A construction firm that helped build the London 2012 athletes’ village has been forced to file for a Company Voluntary Arrangement (CVA), just three months after the Olympics.
Last month, an adjudicator ordered Galliford Try to pay MPG around £400,000, but MPG claims to have received correspondence from the contractor, which says they are ‘refusing to pay’ the debt.
According to MPG, the dispute, which relates to delays on two parts of the village, has left a £2m hole in the company’s cash flow forecast and is the ‘dominant’ reason it filed for a CVA.
I find this difficult to believe.
As part of the CVA, MPG offered to pay its creditors around 30p in every pound and is asking for debt forgiveness on 70p in every pound; that’s a pretty scandalous dividend considering the debt would be interest free and paid over five years.
This month, MPG’s creditors are due to vote on whether they will accept the CVA proposal. I would advise them to demand 60p in the pound, and if the company fails to make an offer in this region they should let it fall into liquidation.
In 2011, MPG reported a turnover of £46.3m, but owes creditors more than £10m and claims its survival depends on whether they agree to write off £6m of the debt.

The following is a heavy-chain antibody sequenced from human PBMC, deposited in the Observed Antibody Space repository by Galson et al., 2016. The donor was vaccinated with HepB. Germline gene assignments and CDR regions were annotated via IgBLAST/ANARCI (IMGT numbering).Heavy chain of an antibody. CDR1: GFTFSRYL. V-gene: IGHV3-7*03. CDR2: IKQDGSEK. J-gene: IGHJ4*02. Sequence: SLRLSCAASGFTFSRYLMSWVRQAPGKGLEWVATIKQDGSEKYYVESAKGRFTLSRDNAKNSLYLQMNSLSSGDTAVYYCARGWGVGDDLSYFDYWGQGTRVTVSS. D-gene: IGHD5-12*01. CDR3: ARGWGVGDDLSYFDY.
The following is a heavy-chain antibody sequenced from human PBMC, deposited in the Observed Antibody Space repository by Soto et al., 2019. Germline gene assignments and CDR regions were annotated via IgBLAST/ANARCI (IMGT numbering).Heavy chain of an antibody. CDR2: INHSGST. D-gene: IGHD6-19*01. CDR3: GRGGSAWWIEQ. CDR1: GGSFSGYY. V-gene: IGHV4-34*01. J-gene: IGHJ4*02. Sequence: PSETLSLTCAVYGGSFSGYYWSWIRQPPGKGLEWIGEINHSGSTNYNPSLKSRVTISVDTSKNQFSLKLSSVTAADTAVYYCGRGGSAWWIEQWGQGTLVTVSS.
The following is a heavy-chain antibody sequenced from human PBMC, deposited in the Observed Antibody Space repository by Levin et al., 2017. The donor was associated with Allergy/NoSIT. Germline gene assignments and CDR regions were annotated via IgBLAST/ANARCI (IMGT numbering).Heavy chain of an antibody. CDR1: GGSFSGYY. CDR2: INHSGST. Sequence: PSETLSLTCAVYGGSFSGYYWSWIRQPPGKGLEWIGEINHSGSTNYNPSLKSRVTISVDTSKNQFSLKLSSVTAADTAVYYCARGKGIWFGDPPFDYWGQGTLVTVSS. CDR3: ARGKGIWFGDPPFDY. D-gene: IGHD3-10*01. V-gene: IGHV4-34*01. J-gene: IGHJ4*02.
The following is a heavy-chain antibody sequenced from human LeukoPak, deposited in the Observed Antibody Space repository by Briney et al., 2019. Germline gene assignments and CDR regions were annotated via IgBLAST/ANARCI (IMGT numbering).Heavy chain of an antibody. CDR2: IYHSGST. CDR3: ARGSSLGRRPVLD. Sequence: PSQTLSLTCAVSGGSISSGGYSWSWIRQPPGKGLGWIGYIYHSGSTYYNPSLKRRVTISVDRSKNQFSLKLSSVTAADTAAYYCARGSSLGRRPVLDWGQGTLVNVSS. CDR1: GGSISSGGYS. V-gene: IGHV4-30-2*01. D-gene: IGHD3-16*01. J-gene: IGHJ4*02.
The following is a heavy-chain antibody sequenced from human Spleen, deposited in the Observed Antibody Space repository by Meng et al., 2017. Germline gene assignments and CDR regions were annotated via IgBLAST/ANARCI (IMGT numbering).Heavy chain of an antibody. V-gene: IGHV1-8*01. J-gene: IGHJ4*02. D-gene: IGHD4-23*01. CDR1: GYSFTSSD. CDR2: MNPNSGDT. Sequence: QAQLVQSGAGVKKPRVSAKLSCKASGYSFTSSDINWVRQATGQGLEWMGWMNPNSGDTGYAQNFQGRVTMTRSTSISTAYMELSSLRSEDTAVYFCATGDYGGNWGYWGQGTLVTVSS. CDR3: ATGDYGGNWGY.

MPG claims Galliford Try owes them £2m, which is the primary reason for the CVA. But if this is true, why are they asking creditors to write of £6m? MPG had a cash flow problem and was clearly insolvent; notwithstanding the £2m there is still a shortfall of £4m.
It looks as though the company may have filed for a CVA as a smokescreen to avoid paying bills and disguise the true state of its finances.
I suspect MPG traded while insolvent and its directors were aware the company would struggle to meet its debt obligations, but nevertheless continued to expose new creditors to losses.
If creditors are owed £10m and MPG offer 32p in the pound – in essence they are trying to acquire £10m of goods and services for the price of £3m; a move that would make the firm stronger and more profitable, and all at their creditors’ expense.
Over the past seven years, many UK-based companies rolled the dice on the Olympics, assuming the euphoria surrounding the event would generate revenue for all parties involved.
Sadly that was not the case.
Several of the firms that worked on the athletes’ village project have gone bust and now MPG looks likely to fall into administration leaving behind a long line of creditors who are unlikely to recoup the goods and services they proffered in good faith.